However, the ideological and partisan distaste of pragmatism refuses to appreciate that pragmatism could be mixed with one’s socialism, as was the case for Wilson, and fails to accept the possibility that leading the Labour Party and advancing the socialist cause by winning elections has historically suited the conciliator and not the dogmatic pathfinder.
The key aspect of Wilson’s pragmatism was his party management, especially in finding the common ground between the Bennite left and Jenkinsite right of the Party that made governance possible. Indeed, as his biographer Ben Pimlott has outlined, Wilson was a practical genius at short term politics, seeking above all else to secure the unity of the party. Party unity, in this context, was the fruit of adept party management, something which allowed Wilson to remain electorally successful and carry out legislative agendas. His most famous innovation was in taking the themes of science and modernisation and harnessing them to socialism. Wilson’s ‘White Heat’ speech, delivered in Scarborough in 1963, remains a totemic piece of oratory. Here, Wilson focused on the Conservatives inability to modernise and stimulate economic growth using the burgeoning phenomenon of science. Science moved to the forefront of Labour’s electoral rhetoric and bid to remedy Britain’s decline.
Crucially, the theme meant Wilson could draw together both wings of the Party behind the banner of science, whilst simultaneously connecting to white-collar voters. The rhetoric of science and modernisation worked as it satiated the interventionist demands of the left, whilst the right also felt it satisfied their ambitions of a new approach at the ballot box. Moreover, Wilson wasn’t scared to have big ideological beasts (Jenkins, Benn, Healey, Crosland and Castle) in his Cabinet, believing in the policy of ‘creative tension’ and keeping his political enemies close. In keeping his party united, Wilson was able to oversee substantial legislative agendas. Indeed, in giving Roy Jenkins the political space to pass swathes of social reform, Wilson oversaw the end of capital punishment, allowed for no-fault divorce, passed the first race relations legislation and decriminalised homosexuality and abortion.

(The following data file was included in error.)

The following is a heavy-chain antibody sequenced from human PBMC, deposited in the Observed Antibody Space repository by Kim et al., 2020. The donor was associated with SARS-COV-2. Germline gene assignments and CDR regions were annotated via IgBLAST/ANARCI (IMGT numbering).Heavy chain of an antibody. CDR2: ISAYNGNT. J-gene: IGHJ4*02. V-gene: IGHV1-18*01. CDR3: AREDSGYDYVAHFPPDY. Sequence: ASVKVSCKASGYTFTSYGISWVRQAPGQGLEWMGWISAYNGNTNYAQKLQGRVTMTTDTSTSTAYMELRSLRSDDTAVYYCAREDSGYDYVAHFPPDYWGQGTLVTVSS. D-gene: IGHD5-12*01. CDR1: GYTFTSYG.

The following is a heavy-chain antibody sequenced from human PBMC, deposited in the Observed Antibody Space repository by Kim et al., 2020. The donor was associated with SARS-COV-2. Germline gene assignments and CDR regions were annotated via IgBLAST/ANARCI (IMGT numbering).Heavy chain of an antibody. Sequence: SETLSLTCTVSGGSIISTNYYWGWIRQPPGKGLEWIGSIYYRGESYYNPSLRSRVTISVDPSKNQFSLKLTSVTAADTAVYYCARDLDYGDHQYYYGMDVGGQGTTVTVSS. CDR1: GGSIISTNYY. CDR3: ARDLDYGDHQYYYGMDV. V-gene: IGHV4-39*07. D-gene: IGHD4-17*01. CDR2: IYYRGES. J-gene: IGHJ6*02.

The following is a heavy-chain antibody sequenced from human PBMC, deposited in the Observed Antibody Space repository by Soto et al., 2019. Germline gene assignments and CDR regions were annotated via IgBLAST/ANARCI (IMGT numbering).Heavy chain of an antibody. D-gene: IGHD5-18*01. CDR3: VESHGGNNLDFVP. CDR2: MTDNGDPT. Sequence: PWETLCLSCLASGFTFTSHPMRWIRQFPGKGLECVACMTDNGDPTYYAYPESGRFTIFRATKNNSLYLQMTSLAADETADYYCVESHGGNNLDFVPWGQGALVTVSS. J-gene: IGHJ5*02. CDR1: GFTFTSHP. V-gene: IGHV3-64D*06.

He kept Britain out of Vietnam and set up the ‘Open University’ – the latter his most cherished achievement. His final contribution, the handling of the 1975 EEC referendum, remains a vintage piece of ‘Wilsonism’. In suspending the doctrine of collective cabinet responsibility, as Peter Jenkins wrote in The Guardian, Wilson had sought to secure three primary objectives: ‘’to keep his party in power, in one piece and Britain in Europe’’. He had succeeded in all of them and settled the issue of Europe for a generation.
Starmer, it appears, has looked to the Wilsonian example for inspiration. It was the Tory Reginald Maudling who once observed that Britain was “a Conservative country that sometimes votes Labour”. Wilson reversed that trend. The shared contexts of 1964 and 2024, ascension to power after years of Tory declinism, underline that those bygone Wilson years undoubtedly have something to teach a party who have faced political exile for what seems an eternity. When accused of copying the New Labour project, Starmer seems to have taken refuge in Wilson and his approach. Starmer’s proposal to create ‘Great British Energy’, a publicly-owned company that will harness renewable energy to cut energy bills and deliver energy independence, has shades of the Wilson ‘White Heat’ rhetoric.